Now, time to get out there and do some shooting!

Diana Surprise

I shot a roll of Ilford XP2 Super 400 last week, and was all excited to develop it… until I realized that although it was black & white,  it needed C-41 development! Ooops! I bought it on a lark without even reading the box, just to take it for a spin, so not a huge deal.

For development I took it to Vistek, since they seemed a likely place to get C-41 120 format film developed, and they did a great job. If only my scanner was up to the job! Most of the scans have streaks in them; in some I’ve minimized them with some digital editing if it was overly distracting.

One technique that worked really well, and is a HUGE cheat, was to shoot every frame digitally first. I had my K10D with 28mm lens set to ISO 400, 1/60, and read the aperture right from the cameras meter. To confirm I did the shots in digital, and it also helped that I had set the camera to use full stops instead of halves or thirds of a stop. So besides a double exposure on the first frame, I ended up with a roll of perfectly exposed film, and 12 usable (if some boring) shots, which was sort of surprising.

The bigger surprise, however, was the clarity of the Diana F+ and it’s plastic lens in some shots. And the not-clarity in others. To get super-crisp shots is almost disappointing; I’d rather they came out all funky and weird! All of these images are hosted over at flickr, and you can see higher resolution versions of them there.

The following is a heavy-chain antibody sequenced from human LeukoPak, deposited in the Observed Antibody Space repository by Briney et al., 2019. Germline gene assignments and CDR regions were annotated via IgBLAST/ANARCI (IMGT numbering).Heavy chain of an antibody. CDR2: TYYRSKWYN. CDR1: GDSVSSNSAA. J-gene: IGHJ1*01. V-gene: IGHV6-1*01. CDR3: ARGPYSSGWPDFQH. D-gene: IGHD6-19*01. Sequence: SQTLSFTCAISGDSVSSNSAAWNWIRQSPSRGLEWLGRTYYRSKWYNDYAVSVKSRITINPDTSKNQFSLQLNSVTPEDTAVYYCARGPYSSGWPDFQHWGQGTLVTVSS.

Decent clarity, nice contrast. Surprise!

Decent clarity, nice contrast. Surprise!

Or not so clear. Surprise!

Or not so clear. Surprise!

The interaction between aperture and focus is really pronounced on this camera. Even though the estimated apertures of  f/11, f/16, and f/22 seem to be grouped at the slower end, the depth of field can vary from almost infinite at f/22 @ infinity focus to really shallow at f/11 @ 1-2 meters.

Here are some more:

Sharp. Surprise!

Sharp. Surprise!

Not so sharp. Surprise!

Not so sharp. Surprise!

And on and on it goes:

Sharp, sort of.

Sharp, sort of.

Soft. Except for dead-center.

Soft. Except for dead-center.

It’s almost a 50-50 split between the sharp and soft shots from that day.

Fairly sharp (less so at full resolution)

Fairly sharp (less so at full resolution)

The physical prints are fairly impressive in their own right. Although they were only printed at 5″ x 5″, they show a bit more shadow detail and tonal range than the scans do. I was expecting something less crisp; what I had read about this type of chromogenic film was to expect ‘dye clouds’ instead of silver particles… well, that’s not exactly accurate. At large print sizes I could see it contributing to the overall quality, in fact I could see using this film for just that effect with the Diana, or any Lomo camera, especially when it could be printed at poster sizes, or bigger. I think I’ll compose some images for printing at LARGE sizes and see what I get.

Right now the Diana has some of that no-name Lomo film in it, and then I have some T-Max and Delta that are going for a head-to-head in my developing tank, so look for more black-and-white goodness over the next few weeks.